Expansion and Improvement
1960 to 1970
During the tenure of Mr. W.T. Woodson, the third superintendent of FCPS, the student enrollment grew phenomenally. Woodson probably never would have fathomed the 43,707 enrollment growth of the 1950's would be easily exceeded by the growth in the 60's and beginning of the 70's.
The enrollment doubled and produced an increase of 73,492 new students. At the height of the growth a classroom was added each day and 1,700 new teachers were hired. New schools added added nearly 6.8 million square feet of new space to address the needs of the additional students.
Part of this enrollment growth was from the decision in 1968 to begin the school system's first kindergarten classes. In the first year, about 8,200 kindergarten students enrolled in the half-day program. It would be another 43 years before the kindergarten program was made into full day.
Initially, public education in Virginia consisted of eleven grades, divided into two levels. Elementary schools were grades 1-7 and high schools were grades 8-11. When the state authorized a 12th grade in 1946, the school structure remained at these same two levels. In 1960 the School Board decided to organize the structure to include intermediate schools with grades 7 and 8.
In addition to the incredible construction efforts required to accommodate the rapidly growing enrollment, this decade is characterized by unprecedented improvements in educational programs.
Improvements in the Elementary Schools
The "Time to Teach" program enabled planning periods for general education teachers. During this time subject specialists taught physical education, music, and art to the class, and elementary education continued to improve.
In the 1960's the Foreign Language in Elementary Schools (FLES) programs were very popular and enjoyed public and government support. Some classes were taught by foreign language teachers on television with the classroom teacher following up with extra activities and reinforcement.
School Mathematics Study Group (SMSG) was an effort in the 60's to usher in a new and improved math curriculum. This came from funds allocated by Congress for science and math education following the successful 1957 launch of the Soviet "Sputnik". After the school system sent elementary teachers to seminars at the University of Maryland, much of the FCPS curriculum was updated to include new material provided by SMSG.
There was considerable special education expansion that took place in the latter part of the decade. This service provided for exceptional children who range from severely disabled to the gifted. Supported by state and federal funds, the classes included children who were handicapped physically, mentally, emotionally, or visually, or children who had speech, hearing or learning disabilities. In some cases there were children who required instruction but were unable to attend school.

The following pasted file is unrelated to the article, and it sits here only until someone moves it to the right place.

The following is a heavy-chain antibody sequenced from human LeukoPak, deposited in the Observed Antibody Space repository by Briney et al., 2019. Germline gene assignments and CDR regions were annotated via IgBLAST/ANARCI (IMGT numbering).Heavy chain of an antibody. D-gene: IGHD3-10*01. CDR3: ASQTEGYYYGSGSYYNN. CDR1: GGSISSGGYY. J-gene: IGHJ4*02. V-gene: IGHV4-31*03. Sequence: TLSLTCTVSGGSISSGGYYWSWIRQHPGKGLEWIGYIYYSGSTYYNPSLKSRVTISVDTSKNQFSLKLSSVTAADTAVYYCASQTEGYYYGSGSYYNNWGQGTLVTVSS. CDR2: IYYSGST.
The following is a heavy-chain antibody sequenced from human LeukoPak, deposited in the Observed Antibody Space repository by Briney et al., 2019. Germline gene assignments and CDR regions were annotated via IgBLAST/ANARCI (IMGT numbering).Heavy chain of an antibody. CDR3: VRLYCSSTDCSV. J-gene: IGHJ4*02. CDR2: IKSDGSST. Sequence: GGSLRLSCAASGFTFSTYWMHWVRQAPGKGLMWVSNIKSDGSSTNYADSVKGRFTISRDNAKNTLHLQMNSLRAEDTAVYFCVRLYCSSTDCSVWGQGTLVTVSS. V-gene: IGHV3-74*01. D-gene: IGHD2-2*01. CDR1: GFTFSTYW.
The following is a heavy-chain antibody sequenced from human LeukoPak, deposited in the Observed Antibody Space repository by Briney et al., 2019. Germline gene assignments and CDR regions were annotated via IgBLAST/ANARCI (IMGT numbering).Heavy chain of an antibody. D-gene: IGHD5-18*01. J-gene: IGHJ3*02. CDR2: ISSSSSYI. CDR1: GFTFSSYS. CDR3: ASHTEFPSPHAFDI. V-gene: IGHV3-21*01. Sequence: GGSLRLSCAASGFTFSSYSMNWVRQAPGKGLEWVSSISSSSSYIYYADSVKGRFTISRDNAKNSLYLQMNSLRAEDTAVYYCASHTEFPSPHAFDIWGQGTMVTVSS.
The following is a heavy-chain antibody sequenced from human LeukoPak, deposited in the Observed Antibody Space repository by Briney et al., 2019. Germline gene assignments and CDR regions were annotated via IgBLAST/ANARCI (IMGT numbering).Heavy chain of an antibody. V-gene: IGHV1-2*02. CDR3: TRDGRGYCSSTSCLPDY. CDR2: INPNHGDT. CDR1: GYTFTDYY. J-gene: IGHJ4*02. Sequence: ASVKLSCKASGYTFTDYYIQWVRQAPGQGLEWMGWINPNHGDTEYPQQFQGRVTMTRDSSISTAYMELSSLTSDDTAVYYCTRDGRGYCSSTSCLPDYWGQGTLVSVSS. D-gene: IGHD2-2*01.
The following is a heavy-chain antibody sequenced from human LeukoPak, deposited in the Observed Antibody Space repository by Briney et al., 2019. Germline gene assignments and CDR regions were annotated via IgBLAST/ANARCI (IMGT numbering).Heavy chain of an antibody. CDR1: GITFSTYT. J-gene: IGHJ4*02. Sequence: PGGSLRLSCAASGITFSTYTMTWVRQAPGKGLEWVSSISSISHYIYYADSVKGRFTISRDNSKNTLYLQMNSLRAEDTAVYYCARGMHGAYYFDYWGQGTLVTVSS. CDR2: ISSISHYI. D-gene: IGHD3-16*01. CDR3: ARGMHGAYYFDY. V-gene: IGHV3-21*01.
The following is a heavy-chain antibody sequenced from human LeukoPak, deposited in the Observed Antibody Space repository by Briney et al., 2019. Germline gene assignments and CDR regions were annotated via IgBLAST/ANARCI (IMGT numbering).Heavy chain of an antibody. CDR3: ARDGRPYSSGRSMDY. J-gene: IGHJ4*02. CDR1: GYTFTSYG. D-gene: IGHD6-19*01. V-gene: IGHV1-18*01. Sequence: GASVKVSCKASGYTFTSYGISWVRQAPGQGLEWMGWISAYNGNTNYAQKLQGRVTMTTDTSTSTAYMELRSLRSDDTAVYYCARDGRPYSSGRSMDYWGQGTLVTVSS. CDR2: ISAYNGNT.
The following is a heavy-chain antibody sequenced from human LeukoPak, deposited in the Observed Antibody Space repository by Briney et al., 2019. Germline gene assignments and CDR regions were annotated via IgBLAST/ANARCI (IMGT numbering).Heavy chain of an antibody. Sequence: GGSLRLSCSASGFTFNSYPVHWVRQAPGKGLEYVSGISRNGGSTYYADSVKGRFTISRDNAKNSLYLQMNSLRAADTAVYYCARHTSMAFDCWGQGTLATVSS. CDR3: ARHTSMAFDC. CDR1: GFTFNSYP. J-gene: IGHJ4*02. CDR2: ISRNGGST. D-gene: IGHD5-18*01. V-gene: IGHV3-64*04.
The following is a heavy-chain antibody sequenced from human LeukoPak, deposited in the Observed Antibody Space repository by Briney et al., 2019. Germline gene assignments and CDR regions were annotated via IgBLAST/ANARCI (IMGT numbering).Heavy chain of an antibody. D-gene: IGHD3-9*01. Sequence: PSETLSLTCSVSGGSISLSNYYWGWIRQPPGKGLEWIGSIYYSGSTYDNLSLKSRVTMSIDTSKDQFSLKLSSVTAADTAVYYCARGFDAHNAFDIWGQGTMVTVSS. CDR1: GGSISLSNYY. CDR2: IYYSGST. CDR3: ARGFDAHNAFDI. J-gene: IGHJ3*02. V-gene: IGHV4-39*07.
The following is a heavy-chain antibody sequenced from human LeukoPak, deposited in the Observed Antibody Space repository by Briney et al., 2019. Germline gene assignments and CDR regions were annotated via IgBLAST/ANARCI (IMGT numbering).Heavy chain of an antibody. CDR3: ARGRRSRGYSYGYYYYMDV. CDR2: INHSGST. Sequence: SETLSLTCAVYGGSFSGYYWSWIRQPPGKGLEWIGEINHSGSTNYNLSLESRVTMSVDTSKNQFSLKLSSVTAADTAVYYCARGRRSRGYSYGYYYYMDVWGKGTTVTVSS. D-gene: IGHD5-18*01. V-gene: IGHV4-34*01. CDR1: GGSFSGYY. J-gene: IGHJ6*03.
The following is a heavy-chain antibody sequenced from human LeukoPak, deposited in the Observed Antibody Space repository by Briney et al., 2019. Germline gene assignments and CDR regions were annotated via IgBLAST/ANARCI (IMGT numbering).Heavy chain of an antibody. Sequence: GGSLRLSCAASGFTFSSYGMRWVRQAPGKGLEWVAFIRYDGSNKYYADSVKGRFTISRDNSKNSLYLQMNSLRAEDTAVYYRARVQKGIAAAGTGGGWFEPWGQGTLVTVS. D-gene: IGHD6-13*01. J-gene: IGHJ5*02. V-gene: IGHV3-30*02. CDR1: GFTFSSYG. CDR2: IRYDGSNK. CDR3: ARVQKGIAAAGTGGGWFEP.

Improvements in the Secondary Schools
The emphasis on improved instruction was also reinvigorated in secondary education in the academic arena and also in fine arts, health and physical education, and adult education. Developed during this time was secondary accreditation. Schools started to use the State Board "Standards for Accrediting Secondary Schools in Virginia". This set instructions and report forms to help provide educational opportunities to meet the needs and interests of all students.
Instructional Improvement into the 1970's
Dr. S. John Davis became superintendent in 1970 and he established the first Standards of Quality (SOQ), which were later adopted by the entire state. Educational standards were placed and accompanied with testing programs as accountability measures. With these new standards teacher implemented the following practices:
- cooperative teaching to accommodate student interests
- addressing varying skill levels in basic instruction
- inter-grouping students for different activities
Parents were now included in planning for changes in instructional organization and practices. Diverse programs were available on an optional basis and parents of elementary students had choices of foreign language partial immersion programs, and Success by Eight was used in some schools for special counseling of students. Advanced Placement continued to be available to high school students. Some schools adopted the block scheduling approach which involved the use of time, space, and staff in new ways to reduce class size and facilitate learning.
FCPS continued to offer a mix of the traditional and progressive approaches, and parents were forthcoming in helping the school develop a community of learners.